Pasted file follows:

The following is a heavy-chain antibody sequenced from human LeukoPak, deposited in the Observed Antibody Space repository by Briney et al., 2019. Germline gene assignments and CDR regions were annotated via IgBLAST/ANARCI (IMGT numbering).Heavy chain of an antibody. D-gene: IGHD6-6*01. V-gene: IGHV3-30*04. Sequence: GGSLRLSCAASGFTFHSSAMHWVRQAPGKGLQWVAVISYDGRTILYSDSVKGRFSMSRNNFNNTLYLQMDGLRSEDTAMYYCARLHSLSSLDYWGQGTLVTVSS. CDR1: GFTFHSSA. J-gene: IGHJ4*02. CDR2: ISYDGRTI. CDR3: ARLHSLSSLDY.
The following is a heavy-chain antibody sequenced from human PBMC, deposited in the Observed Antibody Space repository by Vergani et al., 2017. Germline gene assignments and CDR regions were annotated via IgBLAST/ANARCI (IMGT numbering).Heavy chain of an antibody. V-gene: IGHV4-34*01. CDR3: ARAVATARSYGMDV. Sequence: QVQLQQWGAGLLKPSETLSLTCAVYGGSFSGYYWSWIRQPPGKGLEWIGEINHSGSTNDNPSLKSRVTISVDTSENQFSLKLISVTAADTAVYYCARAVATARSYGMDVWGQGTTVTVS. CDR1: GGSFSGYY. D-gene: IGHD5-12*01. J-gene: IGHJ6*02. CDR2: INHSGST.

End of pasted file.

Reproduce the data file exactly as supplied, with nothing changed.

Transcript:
The following is a heavy-chain antibody sequenced from human LeukoPak, deposited in the Observed Antibody Space repository by Briney et al., 2019. Germline gene assignments and CDR regions were annotated via IgBLAST/ANARCI (IMGT numbering).Heavy chain of an antibody. D-gene: IGHD6-6*01. V-gene: IGHV3-30*04. Sequence: GGSLRLSCAASGFTFHSSAMHWVRQAPGKGLQWVAVISYDGRTILYSDSVKGRFSMSRNNFNNTLYLQMDGLRSEDTAMYYCARLHSLSSLDYWGQGTLVTVSS. CDR1: GFTFHSSA. J-gene: IGHJ4*02. CDR2: ISYDGRTI. CDR3: ARLHSLSSLDY.
The following is a heavy-chain antibody sequenced from human PBMC, deposited in the Observed Antibody Space repository by Vergani et al., 2017. Germline gene assignments and CDR regions were annotated via IgBLAST/ANARCI (IMGT numbering).Heavy chain of an antibody. V-gene: IGHV4-34*01. CDR3: ARAVATARSYGMDV. Sequence: QVQLQQWGAGLLKPSETLSLTCAVYGGSFSGYYWSWIRQPPGKGLEWIGEINHSGSTNDNPSLKSRVTISVDTSENQFSLKLISVTAADTAVYYCARAVATARSYGMDVWGQGTTVTVS. CDR1: GGSFSGYY. D-gene: IGHD5-12*01. J-gene: IGHJ6*02. CDR2: INHSGST.